Now, the poor, hapless patsy is, say, 5 years older…and his $100,000 is still just $100,000 – if he’s lucky. He has more debt, little in savings…and, it seems everyone agrees, he can only expect around 6% growth from his stocks for the next 5-10 years. Buffett says it might be 7%. Bill Gross says it should be about 6%. Jeremy Grantham told Barron’s that investors should expect only 5%.

Aging Baby Boomers: Turning Japanese

"At this point," explains an article in Money, "7% is a more reasonable expected annual rate of return to plug into retirement calculations."

But what if he turned a little Japanese in the coming years? What if he figured he could not wait 63 more years to build his nest egg? What if he decided to cut back on his spending…pay down his debts…and add to his savings?

Imagine the disappointment of the poor Chinaman…laboring on some gee-gaw in an unheated factory…for the benefit of an American consumer, who quite suddenly seems not to want to buy it. Imagine the desperation of the poor sweatshop seamstress in Bangladesh. Or the assembly-line worker at the Nissan plant in Nagasaki. What happens to the world economy when the buyers-of-last-resort – the Americans – stop buying? What happens to corporate profits when their products stop selling? What happens to consumer prices when consumers stop consuming? And what happens if stocks do not bottom out in the next few months…and then do not begin a slow recovery – 5%-7% per year – as everyone expects? What if the NY Dow tracks its Tokyo cousin and closes at 2,700 in the year 2012?

In short, what happens to the world economy when aging baby boomers start to act as if they were growing old?

Your correspondent,

Bill Bonner

November 19, 2003 — London, England

Bill Bonner is the founder and editor of The Daily Reckoning. He is also the author, with Addison Wiggin, of the NY Times and International Bestseller: "Financial Reckoning Day: Surviving The Soft Depression of The 21st Century" (John Wiley & Sons).

We live in a nation of clairvoyants, dear reader.

"Yesterday, the Commerce Department reported that retail sales were disappointing. The big chain stores are also reporting lower-than-expected sales. People seem so negative now…" said the Bloomberg interviewer, "with all these corporate scandals and this lingering unemployment… and now sluggish consumer spending…don’t you think that stocks will move up when people turn more optimistic and become more confident?"

Just as people put on a bright face when they feel worried…we would have said, if we’d thought of it…they often put on a gloomy one when they feel most confident.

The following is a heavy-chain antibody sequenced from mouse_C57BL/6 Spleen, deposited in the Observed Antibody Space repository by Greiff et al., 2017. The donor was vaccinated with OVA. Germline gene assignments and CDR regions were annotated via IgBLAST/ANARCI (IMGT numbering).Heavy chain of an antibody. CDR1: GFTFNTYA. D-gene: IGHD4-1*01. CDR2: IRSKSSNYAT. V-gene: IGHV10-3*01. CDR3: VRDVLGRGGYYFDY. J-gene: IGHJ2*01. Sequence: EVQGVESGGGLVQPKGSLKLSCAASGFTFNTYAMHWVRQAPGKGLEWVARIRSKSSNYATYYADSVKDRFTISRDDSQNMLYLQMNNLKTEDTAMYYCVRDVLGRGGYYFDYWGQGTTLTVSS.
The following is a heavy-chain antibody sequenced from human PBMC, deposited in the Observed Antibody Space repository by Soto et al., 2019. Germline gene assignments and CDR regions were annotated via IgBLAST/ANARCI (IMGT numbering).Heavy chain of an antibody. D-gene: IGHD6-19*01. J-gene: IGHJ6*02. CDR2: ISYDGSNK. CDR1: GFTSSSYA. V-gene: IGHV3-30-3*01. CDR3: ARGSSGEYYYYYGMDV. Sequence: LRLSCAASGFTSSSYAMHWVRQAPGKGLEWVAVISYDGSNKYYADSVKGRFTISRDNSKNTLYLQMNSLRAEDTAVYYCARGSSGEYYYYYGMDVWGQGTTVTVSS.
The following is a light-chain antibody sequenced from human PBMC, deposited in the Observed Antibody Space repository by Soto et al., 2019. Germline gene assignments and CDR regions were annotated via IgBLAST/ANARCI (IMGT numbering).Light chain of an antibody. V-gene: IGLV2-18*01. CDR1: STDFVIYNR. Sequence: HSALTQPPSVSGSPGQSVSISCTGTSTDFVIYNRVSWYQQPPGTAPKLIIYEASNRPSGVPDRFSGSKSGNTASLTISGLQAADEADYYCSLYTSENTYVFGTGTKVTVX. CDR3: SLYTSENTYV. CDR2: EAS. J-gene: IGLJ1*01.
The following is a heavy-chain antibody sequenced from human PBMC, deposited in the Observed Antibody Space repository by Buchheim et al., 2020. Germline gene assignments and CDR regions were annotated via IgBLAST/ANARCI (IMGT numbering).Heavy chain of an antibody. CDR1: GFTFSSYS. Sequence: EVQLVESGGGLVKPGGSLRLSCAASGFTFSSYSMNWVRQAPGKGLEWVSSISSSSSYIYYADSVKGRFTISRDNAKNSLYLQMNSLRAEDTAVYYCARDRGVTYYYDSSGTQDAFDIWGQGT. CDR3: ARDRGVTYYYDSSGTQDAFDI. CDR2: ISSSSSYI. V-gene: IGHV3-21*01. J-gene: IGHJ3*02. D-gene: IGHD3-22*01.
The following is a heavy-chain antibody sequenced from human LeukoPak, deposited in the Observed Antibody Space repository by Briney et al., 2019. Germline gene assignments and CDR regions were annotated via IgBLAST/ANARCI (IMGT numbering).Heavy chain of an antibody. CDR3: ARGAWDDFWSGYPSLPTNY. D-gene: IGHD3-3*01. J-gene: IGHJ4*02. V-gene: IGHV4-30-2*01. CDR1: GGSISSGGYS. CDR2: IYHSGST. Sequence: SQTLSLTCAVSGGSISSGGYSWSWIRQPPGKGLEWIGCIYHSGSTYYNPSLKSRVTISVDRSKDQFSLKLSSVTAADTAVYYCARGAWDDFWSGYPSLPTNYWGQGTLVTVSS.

Not only have Americans rarely been more positive on the future…they have never been so sure about it. Everyone seems to think he knows what will happen…and most people take action to make sure things turn out even better than expected.

How else to explain buying stocks at today’s high prices? The danger is on the downside, a veteran investor might say, simply because there is so much more of it. But today’s callow punters are not worried. They’ve looked into the future; they know prices will go up, and they’ve bought shares to take advantage of it.

How else to explain mortgaging your house…or running up credit card bills? In a normal world, people are reluctant to borrow and reticent to spend; they save money ‘for a rainy day’ or ‘just in case…’

But today’s super-confident residents of Squanderville need no savings; they’ve looked into the future. They know it never rains. And they have no need of a cash reserve for ‘just in case’; the cash comes along ‘just in time’ to make the monthly payments, and that is all that matters.

The Wall Street Journal surveyed 53 economists. Squinting to see tomorrow’s Commerce Department reports, these fellows could make out not only the headlines…but the small print, too. GDP will grow by 4% this last quarter, they said. Next year, in the first quarter, it will grow by 4.2%.

Meanwhile, the Soothsayer in Chief tells us that he may not read today’s newspapers; but he must read those of the future! How else could he know what kind of world we would have had if he had not taken action against Iraq when he did? He would do it again, said he yesterday, because the "safety of the world" depended on it.

And so does the safety of the world economic system depend on a special trait of the U.S. Federal Reserve: its mystical ability to pass through some sort of magic mirror and stroll around in the future.

Of course, Fed governors could sit back and let lenders and borrowers work out for themselves what rates to pay. But that would betray a humble ignorance and remarkable restraint. Fed governors love the world created by the ‘free market,’ but with their special talent for foretelling the future, they believe they can create a better one.